Xiong Yan (dissident)
Xiong in Army Service Uniform
1 September 1964 |
Beijing, People's Republic of China
|Service/branch||United States Army|
|Years of service||1994-Present|
|Unit||Warrant Officer Career College, Fort Rucker
1st Cavalry Division
|Battles/wars||Operation Iraqi Freedom|
|Other work||Student Protest leader|
Xiong Yan (熊焱) is a Chinese dissident who served as a chaplain in U.S. Army in Iraq. Currently, he serves as a U.S. Army chaplain at the Warrant Officer Career College at Fort Rucker, Alabama. He joined the Chinese Communist Party in 1985 and formally withdrew his membership from the CCP on June 4, 1989 after the Tiananmen Square Massacre. He was a student leader during the Tiananmen Square protests of 1989. He was detained for 19 months in a Laogai(勞動改造), for his pro-democratic activities and fled China in 1992 to United States, where he studied theology in Boston. He went on to join the US Army. In 2005 he announced again in The Epoch Times that he withdrew his membership of the Chinese Communist Party. He is still active in overseas China democracy movement.
In 2009, he made a trip to Hong Kong to attend a candlelight vigils on the June 4 anniversary of the Tiananmen crackdown. This was the first time for him, in 17 years to return to China since 1992.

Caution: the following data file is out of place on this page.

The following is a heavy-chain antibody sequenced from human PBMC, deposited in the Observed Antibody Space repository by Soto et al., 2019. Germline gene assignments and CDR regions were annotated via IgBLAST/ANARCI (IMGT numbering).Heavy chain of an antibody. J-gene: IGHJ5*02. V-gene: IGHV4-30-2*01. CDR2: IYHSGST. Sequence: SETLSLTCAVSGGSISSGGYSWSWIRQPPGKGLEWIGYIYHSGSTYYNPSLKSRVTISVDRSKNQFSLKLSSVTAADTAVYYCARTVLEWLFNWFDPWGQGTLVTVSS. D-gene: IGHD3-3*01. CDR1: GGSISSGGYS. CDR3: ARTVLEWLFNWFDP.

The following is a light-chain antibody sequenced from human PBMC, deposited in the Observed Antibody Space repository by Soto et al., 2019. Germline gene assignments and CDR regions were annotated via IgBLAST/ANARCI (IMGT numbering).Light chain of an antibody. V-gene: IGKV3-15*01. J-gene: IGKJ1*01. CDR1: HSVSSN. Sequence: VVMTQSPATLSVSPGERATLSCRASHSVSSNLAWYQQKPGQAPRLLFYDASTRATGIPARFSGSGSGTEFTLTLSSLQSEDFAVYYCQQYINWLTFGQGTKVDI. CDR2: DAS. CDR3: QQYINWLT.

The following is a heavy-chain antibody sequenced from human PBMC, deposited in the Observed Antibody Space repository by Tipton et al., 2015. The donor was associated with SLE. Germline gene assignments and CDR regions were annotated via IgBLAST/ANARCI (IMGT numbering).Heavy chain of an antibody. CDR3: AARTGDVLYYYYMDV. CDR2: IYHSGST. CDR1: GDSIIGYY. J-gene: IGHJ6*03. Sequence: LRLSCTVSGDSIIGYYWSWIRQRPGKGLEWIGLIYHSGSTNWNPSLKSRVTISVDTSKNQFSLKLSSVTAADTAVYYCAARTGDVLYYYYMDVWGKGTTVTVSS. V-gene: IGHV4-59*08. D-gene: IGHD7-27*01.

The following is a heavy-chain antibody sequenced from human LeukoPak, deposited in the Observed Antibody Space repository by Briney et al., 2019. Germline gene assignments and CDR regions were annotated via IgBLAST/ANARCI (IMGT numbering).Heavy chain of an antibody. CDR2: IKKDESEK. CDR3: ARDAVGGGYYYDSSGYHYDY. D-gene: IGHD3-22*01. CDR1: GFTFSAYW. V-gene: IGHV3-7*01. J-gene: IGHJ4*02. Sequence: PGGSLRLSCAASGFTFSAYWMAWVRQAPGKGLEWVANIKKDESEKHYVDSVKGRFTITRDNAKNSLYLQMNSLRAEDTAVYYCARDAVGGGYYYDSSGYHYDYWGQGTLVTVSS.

Xiong Yan studied at Beijing University Law School from 1986-1989. He came to the United States of America as a political refugee in 1992. Xiong Yan was awarded his Doctorate from Gordon-Conwell Theological Seminary May 2009.
Xiong Yan is the author of two books. The first "From Tian An Men Square to Iraq" was published in Hong Kong in 2009. The second is a book of poetry published in 2010 titled "Being and Joy".
|Wikimedia Commons has media related to Xiong Yan.|
- Simon Beck (8 January 1995). "Concern grows over secret ban ; Rights chief puts exiles on agenda". South China Morning Post.
- C. Todd Lopez (4 June 2010). "Chaplain remembers Tiananmen Square on anniversary". Army News Service (United States Army). Retrieved 2 February 2013.
- Where Are Some of the “Most Wanted” Participants Today? Human Rights Watch
- Tiananmen's Most Wanted-Where Are They Now? Human Rights in China
- South China Morning Post, 1995, quoted in FreeChina.net
- Reverend Xiong Yan Withdraws from CCP Epoch Times
- New York Democracy Activists Commemorate Anniversary of June 4th Incident Voice of America
- One of Tiananmen's most wanted returns to China CNN